Friday, February 21, 2020 | Toby Opferman

## Unit Circle & Trig Functions

```Toby Opferman
http://www.opferman.net
toby@opferman.net

Triginometry

Welcome to trignometric functions and circles.

First let me introduce you the trignometric functions & Names.
cos(theta)  = x/r = Cosine
sin(theta)  = y/r = Sine
tan(theta)  = y/x = Tangent

1/cos(theta)  = sec(theta) = r/x = Secant
1/sin(theta)  = csc(theta) = r/y = Cosecant
1/tan(theta)  = cot(theta) = x/y = Cotangent

What the trignometric functions do:

Let's pretend this ugly shit is a real circle that intersects at
(1,0) (0,1) (-1,0) (0, -1) on the axies.

^
. . .
.  |   .
.   |    .
<---.---+-----.----->
.  |   .
... .
|
|

This is the unit circle.

What the trignometric functions do is give us information about a point
on the circle.

For instance.

Each
90
^
135    |    45
|
\|/
180 <------+-------> 0 (360)
/|\
|
225     |   315
|
270

Each direction from the origin has an angle.  If you want to know the
location of a place on the circle you would use the Trig Functions.

For instance. If we have a circle of size r.  To find the
X value at degree 0 we would cos(0) = x/r

Let us take the unit circle as above

cos(0) = 1/1 = 1
sin(0) = 0/1 = 0

Hence, (1, 0)  is on the unit circle.

If your radius is not 1 then you would want to do the following:

cos(theta)*r  = x
sin(theta)*r  = y

cos(0)*20 = 1/1 * 20 = 20

Remeber, even though this works out, it always returns the value as if
it was radius 1.  But, you can treat the R as it if was the R since it works out.

In theory it would be:
cos(0)*20 = 20/20 * 20 = 20

But it works out the same.

Now, there is another form of measurement called radians.

180 is half circle.  PI is half circle in radians.

PI/2
^
3PI/4  |    PI/4
|
\|/
PI  <------+-------> 0 (2PI)
/|\
|
5PI/4   |   7PI/4
|
3PI/2

To convert from Degrees to Radians:

To Convert from Raidans to Degrees:

180 and PI are equivlent in the systems.

There are also inverse Trig Functions:

arccos or cos^-1
arcsin or sin^-1
arctan or tan^-1

Where:

cos^-1(x/r) = theta
sin^-1(y/r) = theta
tan^-1(y/x) = theta

So

tan^-1(tan(theta)) = theta

and

tan(tan^-1(y/x)) = y/x

At any point on the circle you can form a triangle.

/|
/ |
/  |
/   |
R /    | Y
/     |
/      |
/Theta  |
/_@______|
X

The X is how far it comes out along the X axis, the Y is how far up obviously.
R is a direct line from origin to (X,Y) at an angle.

If you read the vectors tutorial you could represent these as vectors:

Since adding two vectors that are on top of each other gets you the connecting
vector:

+ <0, Y> =  sqrt(X^2 + Y^2) = R

R is the length.

R =

Always remeber this equation:

X^2 + Y^2 = R^2

and

R = Sqrt(X^2 + Y^2)

Also remeber that this is for circle at center 0,0

(X - h)^2 + (Y - k)^2 = R^2

For circles at center (h, k)

The reason that (X - h) is - and not + is because of this:

Center x = 1, X intercept = X = 5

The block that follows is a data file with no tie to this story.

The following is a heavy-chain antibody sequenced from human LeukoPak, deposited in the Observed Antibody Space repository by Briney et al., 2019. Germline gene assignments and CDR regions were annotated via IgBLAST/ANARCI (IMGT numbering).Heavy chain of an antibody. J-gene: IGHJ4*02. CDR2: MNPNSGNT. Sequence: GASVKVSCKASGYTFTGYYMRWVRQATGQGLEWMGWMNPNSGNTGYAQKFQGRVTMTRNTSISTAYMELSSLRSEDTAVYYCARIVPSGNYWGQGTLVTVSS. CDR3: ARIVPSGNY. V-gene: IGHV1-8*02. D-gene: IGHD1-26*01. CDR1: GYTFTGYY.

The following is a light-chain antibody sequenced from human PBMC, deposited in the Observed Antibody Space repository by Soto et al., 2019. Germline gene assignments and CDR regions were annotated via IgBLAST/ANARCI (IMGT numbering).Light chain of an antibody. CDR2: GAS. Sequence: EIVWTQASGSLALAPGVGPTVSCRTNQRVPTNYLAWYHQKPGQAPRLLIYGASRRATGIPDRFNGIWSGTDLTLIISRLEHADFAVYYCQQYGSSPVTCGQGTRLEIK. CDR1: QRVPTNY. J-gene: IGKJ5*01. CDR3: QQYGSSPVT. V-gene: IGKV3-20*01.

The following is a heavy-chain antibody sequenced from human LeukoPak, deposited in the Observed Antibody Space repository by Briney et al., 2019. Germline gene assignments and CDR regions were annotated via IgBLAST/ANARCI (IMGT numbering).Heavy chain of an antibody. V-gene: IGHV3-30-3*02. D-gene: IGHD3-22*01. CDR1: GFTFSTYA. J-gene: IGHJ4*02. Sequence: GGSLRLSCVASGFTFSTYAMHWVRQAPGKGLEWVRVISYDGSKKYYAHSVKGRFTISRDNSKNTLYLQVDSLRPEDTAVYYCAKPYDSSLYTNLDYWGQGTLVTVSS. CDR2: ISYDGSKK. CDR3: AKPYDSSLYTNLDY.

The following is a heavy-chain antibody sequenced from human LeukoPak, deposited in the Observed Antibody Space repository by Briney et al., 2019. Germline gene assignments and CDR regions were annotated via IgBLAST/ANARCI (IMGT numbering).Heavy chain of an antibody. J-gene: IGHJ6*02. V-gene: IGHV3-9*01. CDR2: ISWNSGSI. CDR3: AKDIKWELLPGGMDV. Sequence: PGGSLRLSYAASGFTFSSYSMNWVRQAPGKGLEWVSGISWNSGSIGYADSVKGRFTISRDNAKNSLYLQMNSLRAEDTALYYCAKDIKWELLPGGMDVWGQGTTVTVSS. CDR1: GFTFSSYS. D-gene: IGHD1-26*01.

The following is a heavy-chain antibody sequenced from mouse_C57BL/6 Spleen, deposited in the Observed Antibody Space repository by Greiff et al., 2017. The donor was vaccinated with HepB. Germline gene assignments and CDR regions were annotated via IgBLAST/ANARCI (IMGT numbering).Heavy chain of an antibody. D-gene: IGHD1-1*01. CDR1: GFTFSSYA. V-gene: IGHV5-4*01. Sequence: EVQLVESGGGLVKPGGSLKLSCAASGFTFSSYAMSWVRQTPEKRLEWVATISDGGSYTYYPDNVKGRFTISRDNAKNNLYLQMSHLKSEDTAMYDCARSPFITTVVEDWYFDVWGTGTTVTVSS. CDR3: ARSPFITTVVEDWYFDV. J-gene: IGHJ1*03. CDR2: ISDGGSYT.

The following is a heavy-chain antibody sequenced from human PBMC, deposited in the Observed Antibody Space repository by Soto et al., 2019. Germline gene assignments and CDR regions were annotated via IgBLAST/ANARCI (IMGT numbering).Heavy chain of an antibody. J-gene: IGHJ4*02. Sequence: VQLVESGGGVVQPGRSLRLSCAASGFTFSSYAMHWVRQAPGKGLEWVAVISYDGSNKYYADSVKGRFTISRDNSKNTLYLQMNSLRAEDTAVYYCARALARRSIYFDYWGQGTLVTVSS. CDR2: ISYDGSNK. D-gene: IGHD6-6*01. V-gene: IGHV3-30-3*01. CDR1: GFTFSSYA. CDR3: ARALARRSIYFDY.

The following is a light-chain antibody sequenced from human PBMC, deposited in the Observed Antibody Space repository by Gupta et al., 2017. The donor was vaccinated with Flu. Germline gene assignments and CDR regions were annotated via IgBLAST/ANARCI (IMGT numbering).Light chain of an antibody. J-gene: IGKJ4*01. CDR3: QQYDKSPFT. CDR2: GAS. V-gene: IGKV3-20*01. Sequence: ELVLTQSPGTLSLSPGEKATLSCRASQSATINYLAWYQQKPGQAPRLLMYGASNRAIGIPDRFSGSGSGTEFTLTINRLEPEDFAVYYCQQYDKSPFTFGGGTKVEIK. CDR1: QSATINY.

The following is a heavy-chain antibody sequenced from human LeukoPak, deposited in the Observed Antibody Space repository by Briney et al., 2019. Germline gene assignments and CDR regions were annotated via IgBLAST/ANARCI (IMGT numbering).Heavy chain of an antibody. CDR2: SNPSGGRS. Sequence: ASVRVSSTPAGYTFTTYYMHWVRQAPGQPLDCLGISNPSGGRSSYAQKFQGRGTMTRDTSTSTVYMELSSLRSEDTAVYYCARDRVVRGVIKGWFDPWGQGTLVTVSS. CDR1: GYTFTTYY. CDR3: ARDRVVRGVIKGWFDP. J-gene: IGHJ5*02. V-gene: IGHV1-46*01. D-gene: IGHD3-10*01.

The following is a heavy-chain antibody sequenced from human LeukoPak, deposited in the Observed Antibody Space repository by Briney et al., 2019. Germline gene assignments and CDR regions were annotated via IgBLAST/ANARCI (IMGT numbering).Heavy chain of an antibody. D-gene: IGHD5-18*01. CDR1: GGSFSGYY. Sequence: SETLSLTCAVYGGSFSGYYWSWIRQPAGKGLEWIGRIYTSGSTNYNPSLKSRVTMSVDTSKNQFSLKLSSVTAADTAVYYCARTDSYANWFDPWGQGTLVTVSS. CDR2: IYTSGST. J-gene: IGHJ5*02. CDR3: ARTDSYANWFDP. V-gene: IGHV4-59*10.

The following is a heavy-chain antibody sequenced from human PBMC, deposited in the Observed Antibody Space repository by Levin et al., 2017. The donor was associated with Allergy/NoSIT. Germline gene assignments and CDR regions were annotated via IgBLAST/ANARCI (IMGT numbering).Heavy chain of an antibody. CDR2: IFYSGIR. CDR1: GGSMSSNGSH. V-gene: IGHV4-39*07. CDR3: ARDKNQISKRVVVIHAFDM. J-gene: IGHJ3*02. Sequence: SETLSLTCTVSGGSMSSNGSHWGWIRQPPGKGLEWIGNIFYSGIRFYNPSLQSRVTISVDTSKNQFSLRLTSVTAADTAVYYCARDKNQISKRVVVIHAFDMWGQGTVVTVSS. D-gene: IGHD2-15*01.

0   1       5
---+---|-------*>

All trignometric functions work at the origin, so you have to
adjust the circle to be at the origin.
5 - 1 = 4.  From 5 to 1 is a X of 4, which would be a radius of 4.
If the graph was at the origin the X component would be 4 not 5.

-1  0          5
-|--+----------*>

If Center was -1, then 5 - -1 = 5 + 1 = 6

That's a length of 6.  You shift the graph over to be correct at the origin
so the trignometric functions can work correctly.

To go backwards, you can have negative angles.

-45 degrees = 315 degrees.

If you want to convert any angle to be from 0-360, you just
in that range and it will be equivlent.

cos^2(theta) + sin^2(theta) = 1  at all times.

To do a simple proof of this we can show using a vector
You know a vector is a length and a direction.

r

Now, we want to find the radius.

Sqrt((r*cos(theta))^2 + (r*sin(theta))^2)

Sqrt(r^2*cos(theta)^2 + r^2*sin(theta)^2)

Notice now that r^2 is a common term.

Sqrt(r^2*(cos(theta)^2 + sin(theta)^2))

Now, notice that Radius = Length = r.

Notice there is an r^2 in there and that is a squareroot function.

And we know the answer is supposed to be r.
cos(theta)^2 + sin(theta)^2  would have to be 1 in order for this to work out
correctly.  (theta must equal theta, they both must be the same)

Sqrt(r^2*1) = r

cos^2(0) + sin^2(0) = 1 + 0 = 1

cos^2(45) + sin^2(45) = .5 + .5 = 1

There are other properties of trignometric functions

sin(theta)
---------   =  tan(theta)
cos(theta)

Some are easy to see like the above.

Here are some others:

sin(2x) = 2sin(x)cos(x)

cos(2x) = cos^2(x) - sin^2(x) = 2cos^2(x) - 1 = 1 - 2sin^2(x)

tan(2x) = 2tan(x)/(1 - tan^2(x))

sin^2(x) = (1-cos(2x))/2

cos^2(x) = (1+cos(2x))/2

tan^2(x) = (1-cos(2x))/(1+cos(2x))

sin(x) + sin(y) = 2sin((x+y)/2)cos((x-y)/2)

sin(x) - sin(y) = 2cos((x+y)/2)sin((x-y)/2)

cos(x) + cos(y) = 2cos((x+y)/2)cos((x-y)/2)

cos(x) - cos(y) = -2sin((x+y)/2)sin((x-y)/2)

sin(x)sin(y) = 1/2(cos(x-y) - cos(x+y))

cos(x)cos(y) = 1/2(cos(x-y) + cos(x+y))

sin(x)cos(y) = 1/2(sin(x+y) + sin(x-y))

cos(x)sin(y) = 1/2(sin(x+y) - sin(x-y))

1 + tan^2(x) = sec^2(x)

1 + cot^2(x) = csc^2(x)

sin(PI/2 - x) = cos(x)
csc(PI/2 - x) = sec(x)
sec(PI/2 - x) = csc(x)
cos(PI/2 - x) = sin(x)
tan(PI/2 - x) = cot(x)
cot(PI/2 - x) = tan(x)

sin(-x) = -sin(x)
csc(-x) = -csc(x)
sec(-x) = sec(x)
cos(-x) = cos(x)
tan(-x) = -tan(x)
cot(-x) = -cot(x)

sin(x +/- y) = sin(x)cos(y) +/- cos(x)sin(y)
cos(x +/- y) = cos(x)cos(y) -/+ sin(x)sin(y)
tan(x +/- y) = (tan(x) +/- tan(y))/(1 -/+ tan(x)tan(y))

*NOTE* Look at the +/- order!!!! It's purposes put in those fashions.
```

Professional software engineer with over 15 years...